The Philippines’ large, skilled labor pool and low cost of doing business will continue to make this one of the most attractive contingent labor markets globally.
The Philippines remains one of the world’s largest and most cost-effective contingent labor pools, especially with regard to skilled IT and call-center workers. While Presidential-elect Eduardo Duterte’s proposed new law requiring all new hires who have worked continuously for six months to be “regularized” is worth monitoring, his vow to put an end to the “contractualization of labor” will have a minimal effect on most industry segments.
It is important to note that while future changes to regulations may have a substantial impact on the sustainability of contingent workforce programs in any market, only the current regulatory influences are factored into the CWI each year. With contract labor making up almost 30 percent of the Philippines’ workforce, the new law will impact many employers across the Philippines although most of them will be in industries hiring low-skilled physical laborers. The construction industry workforce, of which 71 percent are end-of-contract workers, will be the most affected but the majority of other industries, especially those seeking better-skilled workers, will experience little change.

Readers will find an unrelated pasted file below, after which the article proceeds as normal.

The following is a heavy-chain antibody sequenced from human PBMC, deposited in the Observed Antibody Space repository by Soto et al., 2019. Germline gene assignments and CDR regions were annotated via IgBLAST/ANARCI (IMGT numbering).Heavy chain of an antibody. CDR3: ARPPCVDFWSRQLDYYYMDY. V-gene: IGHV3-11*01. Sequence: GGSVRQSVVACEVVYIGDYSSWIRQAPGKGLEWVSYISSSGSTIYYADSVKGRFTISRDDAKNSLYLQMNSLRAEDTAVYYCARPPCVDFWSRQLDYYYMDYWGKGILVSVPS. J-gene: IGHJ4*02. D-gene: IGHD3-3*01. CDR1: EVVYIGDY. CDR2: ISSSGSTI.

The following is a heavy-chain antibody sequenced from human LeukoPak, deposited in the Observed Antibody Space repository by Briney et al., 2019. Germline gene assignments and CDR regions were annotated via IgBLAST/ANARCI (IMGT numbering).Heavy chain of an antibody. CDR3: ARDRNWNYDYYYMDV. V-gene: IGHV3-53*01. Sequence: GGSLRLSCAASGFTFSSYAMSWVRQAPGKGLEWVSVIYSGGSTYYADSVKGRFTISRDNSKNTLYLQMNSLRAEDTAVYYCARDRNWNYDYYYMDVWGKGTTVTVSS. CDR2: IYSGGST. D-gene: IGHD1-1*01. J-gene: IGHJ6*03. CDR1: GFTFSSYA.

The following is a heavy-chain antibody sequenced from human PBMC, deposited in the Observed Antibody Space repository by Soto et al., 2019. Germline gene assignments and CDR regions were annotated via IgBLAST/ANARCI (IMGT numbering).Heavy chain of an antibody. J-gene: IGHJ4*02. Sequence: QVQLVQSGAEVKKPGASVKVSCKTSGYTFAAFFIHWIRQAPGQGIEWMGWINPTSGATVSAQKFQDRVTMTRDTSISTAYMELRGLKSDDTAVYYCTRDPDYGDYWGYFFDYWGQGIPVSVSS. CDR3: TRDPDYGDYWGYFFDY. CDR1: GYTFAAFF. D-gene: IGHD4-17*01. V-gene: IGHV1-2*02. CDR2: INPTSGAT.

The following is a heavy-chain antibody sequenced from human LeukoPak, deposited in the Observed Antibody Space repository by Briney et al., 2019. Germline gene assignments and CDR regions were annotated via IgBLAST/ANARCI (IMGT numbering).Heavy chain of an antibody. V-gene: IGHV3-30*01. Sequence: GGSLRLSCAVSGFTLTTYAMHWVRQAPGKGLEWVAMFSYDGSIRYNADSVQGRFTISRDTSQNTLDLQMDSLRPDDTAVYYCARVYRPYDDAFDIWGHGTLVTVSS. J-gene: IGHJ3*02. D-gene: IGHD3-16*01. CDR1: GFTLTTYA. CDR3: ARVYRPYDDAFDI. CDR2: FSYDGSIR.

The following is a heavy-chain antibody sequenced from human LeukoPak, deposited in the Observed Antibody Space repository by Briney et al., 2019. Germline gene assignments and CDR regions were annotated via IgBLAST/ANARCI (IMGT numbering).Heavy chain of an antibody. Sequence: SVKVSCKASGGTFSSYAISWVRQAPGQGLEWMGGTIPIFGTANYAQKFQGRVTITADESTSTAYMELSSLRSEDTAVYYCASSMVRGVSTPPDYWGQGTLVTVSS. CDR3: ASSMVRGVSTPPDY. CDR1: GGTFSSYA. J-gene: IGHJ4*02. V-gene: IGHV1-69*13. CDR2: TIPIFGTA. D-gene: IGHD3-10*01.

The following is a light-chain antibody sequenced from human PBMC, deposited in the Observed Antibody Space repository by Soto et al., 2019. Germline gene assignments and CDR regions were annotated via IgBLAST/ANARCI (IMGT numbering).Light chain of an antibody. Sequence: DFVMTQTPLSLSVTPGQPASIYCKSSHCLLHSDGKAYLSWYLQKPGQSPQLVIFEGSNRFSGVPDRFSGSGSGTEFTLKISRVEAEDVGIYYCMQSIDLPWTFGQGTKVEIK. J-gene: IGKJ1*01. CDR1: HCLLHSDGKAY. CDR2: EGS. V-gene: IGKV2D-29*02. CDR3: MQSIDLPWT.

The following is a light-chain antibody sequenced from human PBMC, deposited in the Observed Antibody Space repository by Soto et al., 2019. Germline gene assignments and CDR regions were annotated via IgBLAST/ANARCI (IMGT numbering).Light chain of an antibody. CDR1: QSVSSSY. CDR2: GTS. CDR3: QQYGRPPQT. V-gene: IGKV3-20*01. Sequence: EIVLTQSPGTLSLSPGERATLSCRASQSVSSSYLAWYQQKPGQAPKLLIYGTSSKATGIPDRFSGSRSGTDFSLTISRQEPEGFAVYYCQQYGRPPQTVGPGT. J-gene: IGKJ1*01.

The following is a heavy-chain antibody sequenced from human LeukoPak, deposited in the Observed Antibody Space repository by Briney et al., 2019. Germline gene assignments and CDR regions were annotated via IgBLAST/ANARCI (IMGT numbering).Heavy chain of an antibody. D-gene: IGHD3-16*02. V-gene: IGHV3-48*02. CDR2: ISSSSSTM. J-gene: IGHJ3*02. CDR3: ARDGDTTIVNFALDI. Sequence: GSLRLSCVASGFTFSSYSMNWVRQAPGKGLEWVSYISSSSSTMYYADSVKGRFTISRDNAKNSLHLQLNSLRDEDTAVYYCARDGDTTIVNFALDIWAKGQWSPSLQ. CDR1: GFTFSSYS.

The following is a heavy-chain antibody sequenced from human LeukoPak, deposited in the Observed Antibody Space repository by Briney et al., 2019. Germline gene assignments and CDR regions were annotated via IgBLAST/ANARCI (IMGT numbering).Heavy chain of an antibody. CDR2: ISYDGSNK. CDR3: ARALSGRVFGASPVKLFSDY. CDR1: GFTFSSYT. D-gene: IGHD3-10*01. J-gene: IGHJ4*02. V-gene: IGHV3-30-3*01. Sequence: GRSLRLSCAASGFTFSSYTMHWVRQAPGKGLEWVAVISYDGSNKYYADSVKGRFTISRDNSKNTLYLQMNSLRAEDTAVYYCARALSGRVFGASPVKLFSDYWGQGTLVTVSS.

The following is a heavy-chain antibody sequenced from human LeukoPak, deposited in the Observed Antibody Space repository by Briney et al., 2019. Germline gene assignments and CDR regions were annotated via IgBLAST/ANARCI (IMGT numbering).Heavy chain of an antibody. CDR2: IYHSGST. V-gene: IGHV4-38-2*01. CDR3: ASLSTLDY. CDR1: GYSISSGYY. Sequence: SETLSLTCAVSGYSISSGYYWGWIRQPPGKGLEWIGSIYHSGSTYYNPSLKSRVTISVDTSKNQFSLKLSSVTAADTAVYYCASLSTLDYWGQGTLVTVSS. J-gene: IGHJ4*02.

While ending contractualization could make the Philippines less competitive for employers seeking a less-skilled, lower-cost workforce, the overall impact on the contingent labor pool will likely be insignificant if organizations have the right mix of contracted, freelance and project-based labor.